With a department funding scheme and PGSD top-up totalling $25-30k out of which tuition and life have to be paid, I find it hard to balance money. Given the hours worked this equates to $7.29/hr. With pay that low and the stress as high as it is, it's impossible not to wonder if I'd be better off in a minimum wage position flipping burgers. It makes me question the value of the research that I'm doing and the value of me and my time.
I'm 26 and living with 5 roommates because I can't afford to pay any more for rent in the city. I've put off even trying to have a social life or significant other at this stage because that money would have to come out of some other budget category. To save to take the bus to see someone, I might not go home and spend all night in the lab instead. While I'd love to be an academic, I don't know if I can sustain myself with wages and hours the way they are. Definitely looking at positions in Europe because of the better wages and work-life balance.
If graduate funding was CAD $35,000/yr for all students, how would that change your life? Being an increase of $5-10k, it wouldn't be perfect but it would relieve so much stress. I'd be able to afford to buy milk. I'd be able to save for the eventuality that my computer and research lifeline stops working. I might even be able, if everything goes my way, to put a small quantity into long-term savings (Compounding works best with lots of time. I'm young, this is when I need to be able to save.). It would also be nice to have a little leeway when moving to start a postdoc as relocation is expensive and rarely covered. I also think that research outcomes would improve. Stress, particularly financial, takes a large toll on your mental capacity. If I can free up just a little bit of space in my mind, I'm sure I'd be able to think more creatively and work more efficiently. $35k still isn't very much in some parts of the country, but it's a far cry better than what I get now.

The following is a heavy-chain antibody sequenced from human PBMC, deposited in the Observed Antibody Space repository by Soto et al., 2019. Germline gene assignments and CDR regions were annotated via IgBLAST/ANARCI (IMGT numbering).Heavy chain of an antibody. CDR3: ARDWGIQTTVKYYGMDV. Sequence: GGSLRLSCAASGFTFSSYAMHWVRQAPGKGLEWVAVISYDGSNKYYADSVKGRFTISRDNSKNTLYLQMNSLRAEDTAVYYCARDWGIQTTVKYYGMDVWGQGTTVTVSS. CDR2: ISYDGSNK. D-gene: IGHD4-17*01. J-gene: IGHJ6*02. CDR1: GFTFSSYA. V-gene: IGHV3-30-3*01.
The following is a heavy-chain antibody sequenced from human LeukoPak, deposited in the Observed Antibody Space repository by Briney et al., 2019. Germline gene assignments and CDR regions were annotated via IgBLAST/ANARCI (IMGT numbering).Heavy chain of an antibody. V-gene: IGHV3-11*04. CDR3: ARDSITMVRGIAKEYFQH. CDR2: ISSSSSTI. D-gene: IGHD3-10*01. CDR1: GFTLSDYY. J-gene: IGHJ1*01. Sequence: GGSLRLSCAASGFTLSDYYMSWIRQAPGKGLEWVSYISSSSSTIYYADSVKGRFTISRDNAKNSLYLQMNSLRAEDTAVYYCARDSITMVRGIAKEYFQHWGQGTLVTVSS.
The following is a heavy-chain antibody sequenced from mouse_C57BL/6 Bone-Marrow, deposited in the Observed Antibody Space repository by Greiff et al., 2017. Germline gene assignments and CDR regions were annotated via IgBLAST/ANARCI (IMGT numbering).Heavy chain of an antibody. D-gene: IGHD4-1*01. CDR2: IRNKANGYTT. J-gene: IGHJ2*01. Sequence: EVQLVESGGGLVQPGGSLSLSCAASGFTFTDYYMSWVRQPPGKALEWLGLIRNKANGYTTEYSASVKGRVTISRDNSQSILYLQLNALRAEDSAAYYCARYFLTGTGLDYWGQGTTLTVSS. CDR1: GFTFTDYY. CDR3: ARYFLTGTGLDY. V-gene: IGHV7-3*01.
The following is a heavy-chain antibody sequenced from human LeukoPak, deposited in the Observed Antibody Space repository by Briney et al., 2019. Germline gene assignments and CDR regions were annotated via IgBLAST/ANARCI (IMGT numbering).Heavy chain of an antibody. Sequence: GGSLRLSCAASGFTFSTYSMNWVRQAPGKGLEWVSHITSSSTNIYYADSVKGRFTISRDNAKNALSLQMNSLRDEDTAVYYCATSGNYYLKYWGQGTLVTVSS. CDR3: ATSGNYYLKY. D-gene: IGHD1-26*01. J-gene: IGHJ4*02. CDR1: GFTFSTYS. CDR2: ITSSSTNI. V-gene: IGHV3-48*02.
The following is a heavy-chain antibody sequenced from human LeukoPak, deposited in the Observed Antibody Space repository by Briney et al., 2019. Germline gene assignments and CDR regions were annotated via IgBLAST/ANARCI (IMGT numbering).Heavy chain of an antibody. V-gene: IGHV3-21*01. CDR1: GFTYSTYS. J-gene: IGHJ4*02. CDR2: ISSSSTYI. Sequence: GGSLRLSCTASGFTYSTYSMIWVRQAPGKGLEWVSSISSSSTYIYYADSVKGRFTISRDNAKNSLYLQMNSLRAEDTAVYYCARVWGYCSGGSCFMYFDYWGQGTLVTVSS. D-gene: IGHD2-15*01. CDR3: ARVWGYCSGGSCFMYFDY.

Additional comments: There is a real difference between the poverty line and a sustainable income. Even in rent-controlled Montreal, the bare minimum annual income after tax to live with dignity was ~$30k a year and a half ago. That's well before the current inflation spike.
Grad students are well aware that they're the backbone of Canadian university research which is, for the most part, of international renown. We should be recognized as such and treated accordingly.